Business & Corporate

The Business & Corporate Law Section's monthly article.

Major Tax Law Changes Are Here (Whether You Know It or Not)

With the end of 2013 quickly approaching, unsuspecting taxpayers may be shocked by what awaits them upon filing their tax returns next year.  The 2013 tax landscape has changed dramatically from prior years for higher income taxpayers with the passage of the American Taxpayer Relief Act of 2012 (the 2012 Act) on January 2, 2013 as well as key tax provisions relating to the Patient Protection and Affordable Care Act of 2010 (the 2010 Act – aka: Obamacare), which went into effect January 1, 2013.  It would be wise for these taxpayers to know and understand the new tax laws so as to not be caught by surprise.

Just over 6 months ago many leaders feared we were headed for a Fiscal Cliff with the looming expiration of the Bush Tax Cuts. With the passage of the 2012 Act, Congress provided relief to many of these expiring provisions.  These include retaining the Bush rates for individuals with income under $400,000 (single) / $450,000 (married), preferential long-term capital gains and qualified dividend rates remain at 15% for these income-level individuals, as well as extending bonus depreciation and increased limits on expensing of certain business asset purchases.  With that said, taxpayers with taxable income over $400,000 / $450,000 will be subject to new maximum rates of 39.6% on ordinary income and 20% on long-term capital gains and qualified dividends.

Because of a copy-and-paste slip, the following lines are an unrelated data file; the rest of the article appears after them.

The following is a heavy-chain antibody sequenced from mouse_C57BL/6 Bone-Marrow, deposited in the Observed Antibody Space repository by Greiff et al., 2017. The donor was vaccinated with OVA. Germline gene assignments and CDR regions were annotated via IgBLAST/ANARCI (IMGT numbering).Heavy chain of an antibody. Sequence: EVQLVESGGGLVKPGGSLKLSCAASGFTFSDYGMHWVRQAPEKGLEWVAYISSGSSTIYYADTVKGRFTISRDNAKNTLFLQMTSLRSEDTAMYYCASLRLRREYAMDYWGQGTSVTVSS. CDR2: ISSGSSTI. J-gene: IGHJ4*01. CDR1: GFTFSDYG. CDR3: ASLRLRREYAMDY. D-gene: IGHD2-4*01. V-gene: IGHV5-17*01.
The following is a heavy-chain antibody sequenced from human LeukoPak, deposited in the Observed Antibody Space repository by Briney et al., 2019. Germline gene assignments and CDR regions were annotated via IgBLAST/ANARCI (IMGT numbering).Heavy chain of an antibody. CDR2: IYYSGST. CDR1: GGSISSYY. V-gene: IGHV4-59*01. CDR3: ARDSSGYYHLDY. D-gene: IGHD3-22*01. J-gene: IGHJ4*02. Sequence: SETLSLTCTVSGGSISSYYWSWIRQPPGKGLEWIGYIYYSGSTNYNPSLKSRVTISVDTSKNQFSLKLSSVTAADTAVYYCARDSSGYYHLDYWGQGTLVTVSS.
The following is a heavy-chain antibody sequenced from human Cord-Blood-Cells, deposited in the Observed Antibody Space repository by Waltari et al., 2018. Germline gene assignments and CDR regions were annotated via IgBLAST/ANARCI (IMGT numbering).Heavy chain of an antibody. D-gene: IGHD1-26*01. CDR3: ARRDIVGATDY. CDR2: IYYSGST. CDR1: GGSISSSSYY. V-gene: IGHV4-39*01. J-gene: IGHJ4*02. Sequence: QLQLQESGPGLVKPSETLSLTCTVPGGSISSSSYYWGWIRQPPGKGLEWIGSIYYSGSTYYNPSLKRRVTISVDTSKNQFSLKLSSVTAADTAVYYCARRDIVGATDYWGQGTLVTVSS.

In addition to the 2012 Act, taxpayers must also consider the new provisions of the 2010 Act.  Beginning in 2013, there are new Medicare taxes assessed on two categories of income:  First,  a 3.8% Medicare tax will be imposed on net investment income of individuals which exceeds “modified adjusted gross income” thresholds of $200,000 (single) / $250,000 (married).  For trusts this tax will be assessed on net investment income in excess of $11,950.  The calculation of the 3.8% tax is fairly simple, but determining the particular income subject to the tax and complying with the Treasury Department’s temporary regulations may prove to be more difficult.  The second tax is the additional 0.9% Medicare tax assessed on earned income (i.e. self-employment income and wages) of individuals in excess of $200,000 (single) / $250,000 (married).

On top of all this, certain employers will need to address the mandate to provide health insurance coverage to their employees, which was initially slated to take effect January 1, 2014.  However, the Treasury Department, citing the complexity of the law, recently announced they will delay this requirement until 2015.

In conclusion, it is clear that 2013 and beyond will present a significantly different tax environment from years past considering these new tax laws.  As a result, it would benefit taxpayers to remain proactive in understanding these laws and their effect to avoid being blindsided by them.

-- Brent Gastineau, CPA, Gatto, Pope & Walwick, LLP

**This article is intended for informational purposes only and does not constitute legal advice. Any views expressed are those of the author only and not of the SDCBA or its Business & Corporate Law Section.**